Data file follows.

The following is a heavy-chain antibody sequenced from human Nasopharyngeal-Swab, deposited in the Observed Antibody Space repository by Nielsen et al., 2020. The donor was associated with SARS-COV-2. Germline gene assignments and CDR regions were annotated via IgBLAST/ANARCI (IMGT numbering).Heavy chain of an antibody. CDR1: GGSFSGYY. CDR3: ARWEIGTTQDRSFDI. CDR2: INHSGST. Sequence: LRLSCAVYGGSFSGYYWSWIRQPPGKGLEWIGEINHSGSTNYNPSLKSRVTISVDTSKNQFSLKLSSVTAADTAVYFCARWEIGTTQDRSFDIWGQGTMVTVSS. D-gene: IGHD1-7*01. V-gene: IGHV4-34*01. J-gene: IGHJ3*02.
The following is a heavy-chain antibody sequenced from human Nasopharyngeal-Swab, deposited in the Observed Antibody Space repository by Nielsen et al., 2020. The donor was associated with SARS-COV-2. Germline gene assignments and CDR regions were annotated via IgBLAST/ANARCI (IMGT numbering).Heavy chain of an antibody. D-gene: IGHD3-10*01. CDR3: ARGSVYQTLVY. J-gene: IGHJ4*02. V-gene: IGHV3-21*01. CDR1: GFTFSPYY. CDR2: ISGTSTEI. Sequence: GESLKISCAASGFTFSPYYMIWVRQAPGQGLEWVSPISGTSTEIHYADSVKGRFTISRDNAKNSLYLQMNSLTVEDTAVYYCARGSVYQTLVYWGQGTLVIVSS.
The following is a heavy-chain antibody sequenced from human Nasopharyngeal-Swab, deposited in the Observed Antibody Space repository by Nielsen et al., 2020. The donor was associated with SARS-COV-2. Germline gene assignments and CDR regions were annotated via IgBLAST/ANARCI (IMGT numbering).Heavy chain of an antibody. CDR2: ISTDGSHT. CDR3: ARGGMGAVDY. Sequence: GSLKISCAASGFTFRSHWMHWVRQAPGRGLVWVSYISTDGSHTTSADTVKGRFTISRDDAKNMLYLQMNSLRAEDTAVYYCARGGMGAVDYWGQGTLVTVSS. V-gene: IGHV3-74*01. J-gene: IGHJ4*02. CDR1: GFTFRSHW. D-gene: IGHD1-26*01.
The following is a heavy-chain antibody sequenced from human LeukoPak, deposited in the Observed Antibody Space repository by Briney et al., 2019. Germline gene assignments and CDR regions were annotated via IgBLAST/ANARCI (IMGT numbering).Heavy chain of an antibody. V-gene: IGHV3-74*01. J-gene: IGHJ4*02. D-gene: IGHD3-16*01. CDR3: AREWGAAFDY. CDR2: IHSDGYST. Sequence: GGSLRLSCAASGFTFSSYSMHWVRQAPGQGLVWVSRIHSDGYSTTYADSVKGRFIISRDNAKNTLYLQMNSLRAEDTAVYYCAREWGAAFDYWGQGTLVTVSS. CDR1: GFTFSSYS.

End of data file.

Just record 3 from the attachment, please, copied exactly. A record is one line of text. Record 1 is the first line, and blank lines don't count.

The following is a heavy-chain antibody sequenced from human Nasopharyngeal-Swab, deposited in the Observed Antibody Space repository by Nielsen et al., 2020. The donor was associated with SARS-COV-2. Germline gene assignments and CDR regions were annotated via IgBLAST/ANARCI (IMGT numbering).Heavy chain of an antibody. CDR2: ISTDGSHT. CDR3: ARGGMGAVDY. Sequence: GSLKISCAASGFTFRSHWMHWVRQAPGRGLVWVSYISTDGSHTTSADTVKGRFTISRDDAKNMLYLQMNSLRAEDTAVYYCARGGMGAVDYWGQGTLVTVSS. V-gene: IGHV3-74*01. J-gene: IGHJ4*02. CDR1: GFTFRSHW. D-gene: IGHD1-26*01.